When to Use ‘Whose’: Simplifying Possession in English

Whose article are you reading?

It is a blog post on WritersGig.

The aim is to educate you on the usage of whose in a sentence.

If you are a writer or one seeking to elevate your writing game, this article will be helpful.

What part of speech is Whose?

Whose is a relative pronoun. It is the possessive form of the pronoun who.

It is also used in the same way as other possessive pronouns like my and their when you don’t know the real owner of a thing.

What are the functions of whose?

According to Langeek, these are the functions of whose;

  • Interrogative Determiner
  • Interrogative Pronoun
  • Relative Pronoun
  • Possessive Relative Determiner

You may want to check out When to Use an Apostrophe: A Beginner’s Guide to Showing Possession and Omitting Letters

As an Interrogative Determiner

It is used to ask about someone’s possessions usually followed by a noun or noun phrase.

Whose comes at the beginning of an interrogative sentence.

How does this work?

The possessive pronoun, for example, mine is omitted and replaced with whose at the beginning of the sentence.

The noun phrase or noun comes after whose.

The verb is inverted with the subject.

Example; Whose book is this?

Whose as an Interrogative pronoun

As an interrogative pronoun, whose is used to ask about someone’s possession.

Here, it is followed by a noun or possessive pronouns and replaces the possessive determiners.

The interrogative pronoun is at the beginning of the sentence.

Examples; Whose are these?

As a Relative Pronoun

It shows possession and follows an adjectival relative clause.

Rule: whose is the only relative pronoun that comes before a noun or noun phrase.


The woman whose hair is red is my friend.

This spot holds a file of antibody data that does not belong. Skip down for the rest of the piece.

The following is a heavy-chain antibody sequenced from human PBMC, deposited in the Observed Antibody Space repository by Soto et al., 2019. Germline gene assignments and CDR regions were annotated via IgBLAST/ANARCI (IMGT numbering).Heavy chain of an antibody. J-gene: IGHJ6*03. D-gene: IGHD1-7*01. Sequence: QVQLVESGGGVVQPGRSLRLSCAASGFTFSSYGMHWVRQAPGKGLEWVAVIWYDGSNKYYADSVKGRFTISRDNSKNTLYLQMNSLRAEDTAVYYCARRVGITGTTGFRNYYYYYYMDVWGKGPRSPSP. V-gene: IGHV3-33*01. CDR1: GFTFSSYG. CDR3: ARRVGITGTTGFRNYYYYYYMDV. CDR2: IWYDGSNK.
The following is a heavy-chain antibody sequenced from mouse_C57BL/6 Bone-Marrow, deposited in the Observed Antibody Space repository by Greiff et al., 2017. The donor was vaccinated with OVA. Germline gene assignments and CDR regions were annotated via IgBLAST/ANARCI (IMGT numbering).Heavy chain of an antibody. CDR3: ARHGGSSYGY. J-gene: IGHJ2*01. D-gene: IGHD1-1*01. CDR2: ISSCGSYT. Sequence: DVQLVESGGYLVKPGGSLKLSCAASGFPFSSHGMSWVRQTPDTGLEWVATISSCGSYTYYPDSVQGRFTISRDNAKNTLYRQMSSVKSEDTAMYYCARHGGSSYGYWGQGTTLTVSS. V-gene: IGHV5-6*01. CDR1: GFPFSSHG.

Whose as a Possessive Relative Determiner

It shows possession.

Here is written before a nominal relative clause.

A nominal relative clause acts as either a subject or object of the independent clause.

For example; I don’t know whose song it is.

As a possessive relative determiner, it comes at the beginning of the relative clause.

It is followed by a noun.

When to Use Whose

These are the rules to use whose.

Whose as a word for question on possession

Whose is a word used to ask a question about possession. It is followed by a noun or noun phrase.

Don’t confuse who’s with whose. Who’s is the short form for who is.


  • Whose Granny is this?
  • Whose house was used to shoot the skit?

Whose as an Indirect Question

You can use it in indirect questions.


Nely wondered whose the key was.

Whose to introduce a relative clause

You can use whose to introduce a relative clause that indicates possession by people, things, or animals.


  • Grace has a 15-year-old nephew whose ambition is to be a dancer.
  • This is the film whose title I couldn’t remember.

When not to use Whose

Whose is not used when you mean who’s which is who is

Example: Who’s at the door?

Read also: When To Use A Semicolon vs Colon: Breaking Down Semicolons vs. Colons In Everyday Writing


If you have read up to this point, congratulations, we applaud you. You should have understood how to use whose. Now, we have empowered you to use it correctly.

Remember, whose is a possessive pronoun that means belonging to whom or of whom.

FAQS on usage of whose

How do I know when to use whose?

Whose is used to indicate ownership or possession. If you’re asking about ownership, go with whose.

Are “whose” and “who’s” interchangeable in sentences?

No, “whose” and “who’s” are not interchangeable. They serve different purposes. “Whose” indicates ownership, while “who’s” is about identity or actions.


Cambridge Dictionary – when to use whose

Grammarly – how to use whose

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